Once I was a clever boy learning the arts of Oxford... is a quotation from the verses written by Bishop Richard Fleming (c.1385-1431) for his tomb in Lincoln Cathedral. Fleming, the founder of Lincoln College in Oxford, is the subject of my research for a D. Phil., and, like me, a son of the West Riding. I have remarked in the past that I have a deeply meaningful on-going relationship with a dead fifteenth century bishop... it was Fleming who, in effect, enabled me to come to Oxford and to learn its arts, and for that I am immensely grateful.

Saturday, 25 January 2014

Bishop Fleming and his church

Today is the anniversary of the death of Bishop Richard Fleming of Lincoln - the original clever boy of this blog's title and the subject of my thesis - and a date on which I make a special effort to remember him. In fact seeing him as a benefactor I remember him daily in my prayers, but today is his obit.

Following his return to the see of Lincoln in 1426 he engaed in a number of charitable acts - founding Lincoln College in Oxford, attempting to establish a collegiate structure for his former parish church in Boston and rebuilding the parish church of the village in which he had been born in 1385. This is Crofton, which lies just east of Wakefield on a hill overlooking the Calder valley and with a view westwards to the Pennines.

Such a rebuilding by a late medieval bishop of the parish church of his native place was not unique - in the East Riding there is the beautiful early perpendicular church at Skirlaugh built by Walter Skirlaw, Bishop of Durham (d.1406), and at Wye in Kent the remains of the collegiate church established by Cardinal Archbishop John Kemp (d.1454) in his birthplace.

Until the seventeenth century there was glass in the church at Crofton showing Fleming preaching - he was, after all a noted homilist and this can be seen as an expression of how he saw himself - and an inscription recording his rebuilding and consecration of the church.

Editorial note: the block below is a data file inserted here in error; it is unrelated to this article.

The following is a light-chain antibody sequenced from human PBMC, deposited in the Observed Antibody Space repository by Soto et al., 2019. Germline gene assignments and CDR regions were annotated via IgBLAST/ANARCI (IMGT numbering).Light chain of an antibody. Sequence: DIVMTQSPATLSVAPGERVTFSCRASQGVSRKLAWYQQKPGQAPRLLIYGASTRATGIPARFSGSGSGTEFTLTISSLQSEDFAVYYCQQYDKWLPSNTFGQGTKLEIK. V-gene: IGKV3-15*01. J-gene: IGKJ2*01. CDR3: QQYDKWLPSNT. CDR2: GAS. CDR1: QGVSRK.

Crofton, All Saints Church

 All Saints Church Crofton

   Image:© Copyright Bill Henderson and licensed for reuse under this Creative Commons Licence.

The church is simple in plan, cruciform with an unaisled nave, transepts and chancel with a central tower and built in the local sandstone - hence its rather soot-blackened exterior today. Inside it has retained no original features beyond the actual structure, but it is spacious and gives an idea of what Bishop Fleming thought appropriate for his villagers, and what he could afford - despite holding one of the greatest bishoprics in England he was short of funds in these years.


The church from the south-east

Image:woodytyke on Flickr

It is not an elaborate or showy building, but practical and serviceable - there has been no need to extend it, and hence it is very much in plan as Bishop Fleming planned and left it. For all that it has lost such personal touches as the glass depiction of him preaching, let alone the furnishings and decoration he would have provided or expected, it is still a point of contact with the clever boy from Crofton who went to Oxford, to the Council of Constance and the Papal household, to the see of Lincoln and, almost, the archbishopric of York  - but all that is for the thesis.

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